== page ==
October 7, 2016 / 2:32 PM / a year ago

LPC-Oman centre stage in Middle Eastern loan market

LONDON, Oct 7 (Reuters) - Oman is becoming a focus of the Middle Eastern loan market as more Omani companies line up to tap the international loan market, but the sudden upturn in borrowing from the Sultanate is stretching banks exposure limits, bankers said on Friday.

Oman’s government and state-linked firms are turning to the syndicated loan market as low oil prices weaken government finances and make it harder for the state to fund projects from internal resources.

“Activity at the moment in the Middle East is essentially centred around Oman, with a little bit in the UAE,” a banker said.

Oman Oil Company Exploration & Production (OOCEP) appointed Sumitomo Mitsui Banking Corp as financial advisor this week on a loan that is likely to exceed US$1bn, banking sources said.

Talks are still at an early stage and the upstream oil and gas company, a subsidiary of state-owned Oman Oil Co, is expected to raise the financing early next year, the sources said. The deal is likely to have a secured pre-export financing structure.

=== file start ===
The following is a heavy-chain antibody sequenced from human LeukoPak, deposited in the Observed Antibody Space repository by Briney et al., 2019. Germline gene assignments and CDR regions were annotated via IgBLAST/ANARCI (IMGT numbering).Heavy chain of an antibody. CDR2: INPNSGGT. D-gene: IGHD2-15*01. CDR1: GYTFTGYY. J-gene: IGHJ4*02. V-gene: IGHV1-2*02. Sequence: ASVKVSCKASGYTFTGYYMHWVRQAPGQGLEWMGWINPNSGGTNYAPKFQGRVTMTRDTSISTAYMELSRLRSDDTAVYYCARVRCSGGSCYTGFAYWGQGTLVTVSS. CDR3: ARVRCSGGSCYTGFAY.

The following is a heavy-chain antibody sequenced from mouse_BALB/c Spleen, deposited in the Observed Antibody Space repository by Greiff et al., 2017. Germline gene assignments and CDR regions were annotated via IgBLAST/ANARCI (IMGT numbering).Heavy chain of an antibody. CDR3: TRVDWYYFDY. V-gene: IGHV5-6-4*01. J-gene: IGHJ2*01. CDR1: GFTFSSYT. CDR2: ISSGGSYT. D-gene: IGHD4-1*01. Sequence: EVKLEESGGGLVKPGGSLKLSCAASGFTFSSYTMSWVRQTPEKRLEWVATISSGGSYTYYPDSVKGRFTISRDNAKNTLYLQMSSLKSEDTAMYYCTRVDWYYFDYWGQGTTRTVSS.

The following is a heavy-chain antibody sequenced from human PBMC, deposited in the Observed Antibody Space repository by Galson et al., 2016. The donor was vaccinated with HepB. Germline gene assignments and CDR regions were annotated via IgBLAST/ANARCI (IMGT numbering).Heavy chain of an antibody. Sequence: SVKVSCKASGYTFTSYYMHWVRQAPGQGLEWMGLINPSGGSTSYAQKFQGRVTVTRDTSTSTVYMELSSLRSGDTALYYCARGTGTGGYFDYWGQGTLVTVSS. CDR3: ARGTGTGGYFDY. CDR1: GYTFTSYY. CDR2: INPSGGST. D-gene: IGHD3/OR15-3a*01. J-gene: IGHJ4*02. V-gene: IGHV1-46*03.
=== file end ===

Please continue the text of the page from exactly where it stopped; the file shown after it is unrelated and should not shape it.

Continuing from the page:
Parent Oman Oil Co (OOC) is also in talks with banks to amend the terms of a US$1.85bn revolving credit facility dated September 2014. The company is aiming to extend the maturity of the loan, one tranche of which is due to mature in 2017.

OCC’s existing 2014 loan consists of a US$1bn three-year facility and a US$850m five-year facility which was signed by 16 banks. J.P. Morgan and the Bank of Tokyo-Mitsubishi co-ordinated the deal.

The company was originally planning to extend the three-year 2017 tranche into a five-year tranche maturing in 2019 but OCC is now considering extending the maturity of the whole loan, including the five-year tranche, a second banker said, adding that the pricing will also be amended.

Another OOC-related deal was launched last month when MUFG launched the US$700m Salalah liquefied petroleum gas (LPG) project financing, which includes an equity bridge loan - the sponsor is Oman Oil Company, according to Project Finance International magazine.

Despite a shortage of Middle Eastern loans, mounting Omani exposure is leading bankers to question if there is sufficient bank appetite for the deals.

“If it is a well structured deal which pays well banks will find a way to do this even if they have exposure. These deals have always had a good following,” a third banker said.

Two large recent Omani loans, a US$1bn sovereign loan which closed at the end of the year and a US$4bn for Petroleum Development Oman (PDO), another upstream oil business - have already used up banks’ Omani credit limits.

“Bank capacity is an issue. Not only have we had the PDO and Oman sovereign deals but historically Oman has done a lot of project finance type loans which banks still have long dated exposure to - it will be difficult to juggle limits. Banks will have to pick and choose carefully what they can do,” the first banker said.

Last month the Omani government also raised a US$2.5bn bond, its first in almost 20 years, as part of a plan to borrow up to US$10bn abroad. (Editing by Tessa Walsh)

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